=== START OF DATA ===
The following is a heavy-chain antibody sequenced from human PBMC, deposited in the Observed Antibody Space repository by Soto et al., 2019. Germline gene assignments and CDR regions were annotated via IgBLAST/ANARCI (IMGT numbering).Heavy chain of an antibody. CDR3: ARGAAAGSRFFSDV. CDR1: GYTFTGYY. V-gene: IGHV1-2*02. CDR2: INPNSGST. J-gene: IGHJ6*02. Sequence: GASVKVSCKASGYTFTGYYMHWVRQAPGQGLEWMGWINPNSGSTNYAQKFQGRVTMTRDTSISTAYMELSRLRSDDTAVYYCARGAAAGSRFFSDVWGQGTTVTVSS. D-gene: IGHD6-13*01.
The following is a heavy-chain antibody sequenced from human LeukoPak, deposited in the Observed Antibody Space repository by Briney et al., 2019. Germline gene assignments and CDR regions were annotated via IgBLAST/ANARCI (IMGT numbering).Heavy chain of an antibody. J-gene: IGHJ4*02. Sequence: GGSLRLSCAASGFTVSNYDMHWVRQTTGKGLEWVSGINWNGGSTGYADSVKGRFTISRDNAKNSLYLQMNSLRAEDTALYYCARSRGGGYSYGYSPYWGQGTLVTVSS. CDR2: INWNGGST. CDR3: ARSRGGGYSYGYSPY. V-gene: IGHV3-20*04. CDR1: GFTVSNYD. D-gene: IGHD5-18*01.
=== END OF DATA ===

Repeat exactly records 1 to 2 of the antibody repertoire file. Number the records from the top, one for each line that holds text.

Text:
The following is a heavy-chain antibody sequenced from human PBMC, deposited in the Observed Antibody Space repository by Soto et al., 2019. Germline gene assignments and CDR regions were annotated via IgBLAST/ANARCI (IMGT numbering).Heavy chain of an antibody. CDR3: ARGAAAGSRFFSDV. CDR1: GYTFTGYY. V-gene: IGHV1-2*02. CDR2: INPNSGST. J-gene: IGHJ6*02. Sequence: GASVKVSCKASGYTFTGYYMHWVRQAPGQGLEWMGWINPNSGSTNYAQKFQGRVTMTRDTSISTAYMELSRLRSDDTAVYYCARGAAAGSRFFSDVWGQGTTVTVSS. D-gene: IGHD6-13*01.
The following is a heavy-chain antibody sequenced from human LeukoPak, deposited in the Observed Antibody Space repository by Briney et al., 2019. Germline gene assignments and CDR regions were annotated via IgBLAST/ANARCI (IMGT numbering).Heavy chain of an antibody. J-gene: IGHJ4*02. Sequence: GGSLRLSCAASGFTVSNYDMHWVRQTTGKGLEWVSGINWNGGSTGYADSVKGRFTISRDNAKNSLYLQMNSLRAEDTALYYCARSRGGGYSYGYSPYWGQGTLVTVSS. CDR2: INWNGGST. CDR3: ARSRGGGYSYGYSPY. V-gene: IGHV3-20*04. CDR1: GFTVSNYD. D-gene: IGHD5-18*01.